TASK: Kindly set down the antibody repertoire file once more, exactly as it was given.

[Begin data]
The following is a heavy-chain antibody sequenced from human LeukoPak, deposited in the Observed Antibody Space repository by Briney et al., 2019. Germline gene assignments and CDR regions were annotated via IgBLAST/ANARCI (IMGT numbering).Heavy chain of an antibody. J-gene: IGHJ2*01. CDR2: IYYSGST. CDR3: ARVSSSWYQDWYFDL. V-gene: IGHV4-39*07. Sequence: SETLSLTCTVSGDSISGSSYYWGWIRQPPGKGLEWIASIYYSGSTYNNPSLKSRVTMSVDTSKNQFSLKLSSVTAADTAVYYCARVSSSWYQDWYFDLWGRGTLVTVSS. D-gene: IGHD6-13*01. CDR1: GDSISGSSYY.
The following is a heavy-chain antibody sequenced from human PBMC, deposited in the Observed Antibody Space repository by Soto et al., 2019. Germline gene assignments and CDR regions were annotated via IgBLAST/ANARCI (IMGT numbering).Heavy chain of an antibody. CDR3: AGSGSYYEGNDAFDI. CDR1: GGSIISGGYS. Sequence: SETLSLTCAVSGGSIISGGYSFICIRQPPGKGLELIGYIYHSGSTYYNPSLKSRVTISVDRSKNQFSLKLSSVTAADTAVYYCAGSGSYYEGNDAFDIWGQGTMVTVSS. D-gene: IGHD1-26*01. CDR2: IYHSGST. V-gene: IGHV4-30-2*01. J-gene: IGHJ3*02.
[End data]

The following is a heavy-chain antibody sequenced from human LeukoPak, deposited in the Observed Antibody Space repository by Briney et al., 2019. Germline gene assignments and CDR regions were annotated via IgBLAST/ANARCI (IMGT numbering).Heavy chain of an antibody. J-gene: IGHJ2*01. CDR2: IYYSGST. CDR3: ARVSSSWYQDWYFDL. V-gene: IGHV4-39*07. Sequence: SETLSLTCTVSGDSISGSSYYWGWIRQPPGKGLEWIASIYYSGSTYNNPSLKSRVTMSVDTSKNQFSLKLSSVTAADTAVYYCARVSSSWYQDWYFDLWGRGTLVTVSS. D-gene: IGHD6-13*01. CDR1: GDSISGSSYY.
The following is a heavy-chain antibody sequenced from human PBMC, deposited in the Observed Antibody Space repository by Soto et al., 2019. Germline gene assignments and CDR regions were annotated via IgBLAST/ANARCI (IMGT numbering).Heavy chain of an antibody. CDR3: AGSGSYYEGNDAFDI. CDR1: GGSIISGGYS. Sequence: SETLSLTCAVSGGSIISGGYSFICIRQPPGKGLELIGYIYHSGSTYYNPSLKSRVTISVDRSKNQFSLKLSSVTAADTAVYYCAGSGSYYEGNDAFDIWGQGTMVTVSS. D-gene: IGHD1-26*01. CDR2: IYHSGST. V-gene: IGHV4-30-2*01. J-gene: IGHJ3*02.